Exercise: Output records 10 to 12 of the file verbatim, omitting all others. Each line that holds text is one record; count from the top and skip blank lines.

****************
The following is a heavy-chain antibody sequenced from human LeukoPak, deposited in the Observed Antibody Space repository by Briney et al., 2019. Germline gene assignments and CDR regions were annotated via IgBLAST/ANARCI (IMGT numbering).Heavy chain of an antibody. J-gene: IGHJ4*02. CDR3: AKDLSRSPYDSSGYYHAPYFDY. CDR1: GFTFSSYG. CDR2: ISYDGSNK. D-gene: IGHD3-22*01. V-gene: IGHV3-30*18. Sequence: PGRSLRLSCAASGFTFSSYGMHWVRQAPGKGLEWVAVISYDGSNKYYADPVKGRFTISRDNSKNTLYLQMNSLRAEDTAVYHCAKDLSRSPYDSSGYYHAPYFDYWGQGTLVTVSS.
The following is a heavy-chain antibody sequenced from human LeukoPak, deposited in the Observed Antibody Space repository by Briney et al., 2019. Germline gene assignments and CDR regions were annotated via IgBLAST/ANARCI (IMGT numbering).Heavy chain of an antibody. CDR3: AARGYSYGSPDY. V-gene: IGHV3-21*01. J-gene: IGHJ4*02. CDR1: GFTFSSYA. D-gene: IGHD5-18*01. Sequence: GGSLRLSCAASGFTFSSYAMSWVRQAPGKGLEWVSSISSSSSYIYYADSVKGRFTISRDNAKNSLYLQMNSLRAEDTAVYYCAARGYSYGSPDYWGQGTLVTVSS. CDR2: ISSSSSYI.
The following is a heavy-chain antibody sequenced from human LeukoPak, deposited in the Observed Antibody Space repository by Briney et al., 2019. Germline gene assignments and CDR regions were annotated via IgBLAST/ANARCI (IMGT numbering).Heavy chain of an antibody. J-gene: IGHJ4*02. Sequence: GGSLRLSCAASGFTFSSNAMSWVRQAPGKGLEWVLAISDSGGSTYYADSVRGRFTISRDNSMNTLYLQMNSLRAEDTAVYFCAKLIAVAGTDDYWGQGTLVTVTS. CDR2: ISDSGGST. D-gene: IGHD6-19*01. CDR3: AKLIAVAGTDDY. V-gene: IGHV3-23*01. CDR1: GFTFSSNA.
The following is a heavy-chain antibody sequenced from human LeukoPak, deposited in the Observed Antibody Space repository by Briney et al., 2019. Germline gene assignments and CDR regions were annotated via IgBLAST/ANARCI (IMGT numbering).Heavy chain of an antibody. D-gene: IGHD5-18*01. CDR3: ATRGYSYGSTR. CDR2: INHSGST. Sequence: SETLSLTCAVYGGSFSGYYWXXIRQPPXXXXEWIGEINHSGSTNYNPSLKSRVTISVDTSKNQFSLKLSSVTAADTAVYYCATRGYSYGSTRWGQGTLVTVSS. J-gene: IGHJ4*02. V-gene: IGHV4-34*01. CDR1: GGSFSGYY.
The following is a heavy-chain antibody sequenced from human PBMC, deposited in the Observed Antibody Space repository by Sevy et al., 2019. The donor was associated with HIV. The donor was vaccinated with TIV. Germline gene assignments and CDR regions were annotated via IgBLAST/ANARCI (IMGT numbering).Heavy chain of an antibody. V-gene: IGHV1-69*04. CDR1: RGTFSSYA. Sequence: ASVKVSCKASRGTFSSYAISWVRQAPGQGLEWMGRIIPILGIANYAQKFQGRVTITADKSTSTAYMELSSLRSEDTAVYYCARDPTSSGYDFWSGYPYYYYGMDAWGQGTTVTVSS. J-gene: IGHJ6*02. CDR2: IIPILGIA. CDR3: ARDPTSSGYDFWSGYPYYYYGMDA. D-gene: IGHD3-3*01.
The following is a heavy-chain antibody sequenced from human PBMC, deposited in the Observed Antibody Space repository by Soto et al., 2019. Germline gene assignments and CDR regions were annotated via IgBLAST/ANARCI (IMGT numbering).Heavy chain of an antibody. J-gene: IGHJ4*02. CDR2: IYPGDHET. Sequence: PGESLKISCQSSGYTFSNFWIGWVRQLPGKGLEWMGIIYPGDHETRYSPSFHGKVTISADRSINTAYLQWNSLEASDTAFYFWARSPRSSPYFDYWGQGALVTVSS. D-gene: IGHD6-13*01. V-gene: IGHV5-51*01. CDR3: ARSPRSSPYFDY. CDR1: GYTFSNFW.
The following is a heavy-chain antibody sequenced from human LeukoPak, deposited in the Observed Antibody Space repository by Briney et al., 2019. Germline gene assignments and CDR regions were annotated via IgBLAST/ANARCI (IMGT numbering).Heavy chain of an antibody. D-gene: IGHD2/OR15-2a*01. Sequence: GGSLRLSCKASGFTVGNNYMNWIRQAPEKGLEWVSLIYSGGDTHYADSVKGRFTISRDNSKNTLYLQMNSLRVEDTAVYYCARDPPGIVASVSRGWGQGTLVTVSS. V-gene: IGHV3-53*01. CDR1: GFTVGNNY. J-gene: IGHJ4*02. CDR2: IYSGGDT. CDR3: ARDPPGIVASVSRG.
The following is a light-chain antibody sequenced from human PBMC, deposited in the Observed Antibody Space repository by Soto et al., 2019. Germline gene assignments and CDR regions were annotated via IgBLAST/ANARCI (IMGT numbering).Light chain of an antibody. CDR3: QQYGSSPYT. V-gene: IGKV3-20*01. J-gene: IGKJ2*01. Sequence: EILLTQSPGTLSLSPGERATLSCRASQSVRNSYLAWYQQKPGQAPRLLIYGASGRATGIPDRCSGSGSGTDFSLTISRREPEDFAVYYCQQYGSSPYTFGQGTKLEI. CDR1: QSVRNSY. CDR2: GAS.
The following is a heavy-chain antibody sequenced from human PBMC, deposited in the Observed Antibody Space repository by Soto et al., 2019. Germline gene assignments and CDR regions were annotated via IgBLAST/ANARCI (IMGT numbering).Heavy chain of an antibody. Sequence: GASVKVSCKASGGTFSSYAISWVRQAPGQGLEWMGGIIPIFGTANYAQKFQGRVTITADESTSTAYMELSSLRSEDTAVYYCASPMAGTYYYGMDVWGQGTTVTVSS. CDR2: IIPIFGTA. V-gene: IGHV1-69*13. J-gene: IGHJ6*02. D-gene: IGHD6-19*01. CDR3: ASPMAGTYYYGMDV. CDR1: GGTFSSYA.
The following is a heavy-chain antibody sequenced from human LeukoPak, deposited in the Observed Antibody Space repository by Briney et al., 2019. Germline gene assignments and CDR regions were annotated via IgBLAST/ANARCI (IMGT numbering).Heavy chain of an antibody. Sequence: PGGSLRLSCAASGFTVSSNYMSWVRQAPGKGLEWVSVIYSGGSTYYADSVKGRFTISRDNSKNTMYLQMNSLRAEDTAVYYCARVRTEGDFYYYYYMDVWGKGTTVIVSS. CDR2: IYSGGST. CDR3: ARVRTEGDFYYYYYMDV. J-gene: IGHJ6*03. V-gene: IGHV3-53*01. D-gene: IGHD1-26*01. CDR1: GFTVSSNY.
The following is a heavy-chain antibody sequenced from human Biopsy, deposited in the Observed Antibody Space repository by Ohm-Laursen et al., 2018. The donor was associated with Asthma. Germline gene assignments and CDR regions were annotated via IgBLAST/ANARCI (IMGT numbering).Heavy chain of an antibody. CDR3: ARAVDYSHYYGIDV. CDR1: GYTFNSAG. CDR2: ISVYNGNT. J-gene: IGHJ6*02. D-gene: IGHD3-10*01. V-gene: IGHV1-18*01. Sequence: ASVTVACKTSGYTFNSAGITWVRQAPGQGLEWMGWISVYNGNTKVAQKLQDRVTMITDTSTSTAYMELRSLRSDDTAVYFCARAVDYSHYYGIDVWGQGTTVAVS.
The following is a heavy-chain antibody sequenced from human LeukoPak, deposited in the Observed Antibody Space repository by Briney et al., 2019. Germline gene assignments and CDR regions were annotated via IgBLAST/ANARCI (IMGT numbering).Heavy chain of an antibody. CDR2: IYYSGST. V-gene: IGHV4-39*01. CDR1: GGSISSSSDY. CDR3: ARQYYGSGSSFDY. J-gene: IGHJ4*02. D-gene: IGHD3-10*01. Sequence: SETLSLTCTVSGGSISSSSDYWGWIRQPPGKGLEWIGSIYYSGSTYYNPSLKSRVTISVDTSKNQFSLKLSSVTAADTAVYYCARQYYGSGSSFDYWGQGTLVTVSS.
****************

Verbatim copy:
The following is a heavy-chain antibody sequenced from human LeukoPak, deposited in the Observed Antibody Space repository by Briney et al., 2019. Germline gene assignments and CDR regions were annotated via IgBLAST/ANARCI (IMGT numbering).Heavy chain of an antibody. Sequence: PGGSLRLSCAASGFTVSSNYMSWVRQAPGKGLEWVSVIYSGGSTYYADSVKGRFTISRDNSKNTMYLQMNSLRAEDTAVYYCARVRTEGDFYYYYYMDVWGKGTTVIVSS. CDR2: IYSGGST. CDR3: ARVRTEGDFYYYYYMDV. J-gene: IGHJ6*03. V-gene: IGHV3-53*01. D-gene: IGHD1-26*01. CDR1: GFTVSSNY.
The following is a heavy-chain antibody sequenced from human Biopsy, deposited in the Observed Antibody Space repository by Ohm-Laursen et al., 2018. The donor was associated with Asthma. Germline gene assignments and CDR regions were annotated via IgBLAST/ANARCI (IMGT numbering).Heavy chain of an antibody. CDR3: ARAVDYSHYYGIDV. CDR1: GYTFNSAG. CDR2: ISVYNGNT. J-gene: IGHJ6*02. D-gene: IGHD3-10*01. V-gene: IGHV1-18*01. Sequence: ASVTVACKTSGYTFNSAGITWVRQAPGQGLEWMGWISVYNGNTKVAQKLQDRVTMITDTSTSTAYMELRSLRSDDTAVYFCARAVDYSHYYGIDVWGQGTTVAVS.
The following is a heavy-chain antibody sequenced from human LeukoPak, deposited in the Observed Antibody Space repository by Briney et al., 2019. Germline gene assignments and CDR regions were annotated via IgBLAST/ANARCI (IMGT numbering).Heavy chain of an antibody. CDR2: IYYSGST. V-gene: IGHV4-39*01. CDR1: GGSISSSSDY. CDR3: ARQYYGSGSSFDY. J-gene: IGHJ4*02. D-gene: IGHD3-10*01. Sequence: SETLSLTCTVSGGSISSSSDYWGWIRQPPGKGLEWIGSIYYSGSTYYNPSLKSRVTISVDTSKNQFSLKLSSVTAADTAVYYCARQYYGSGSSFDYWGQGTLVTVSS.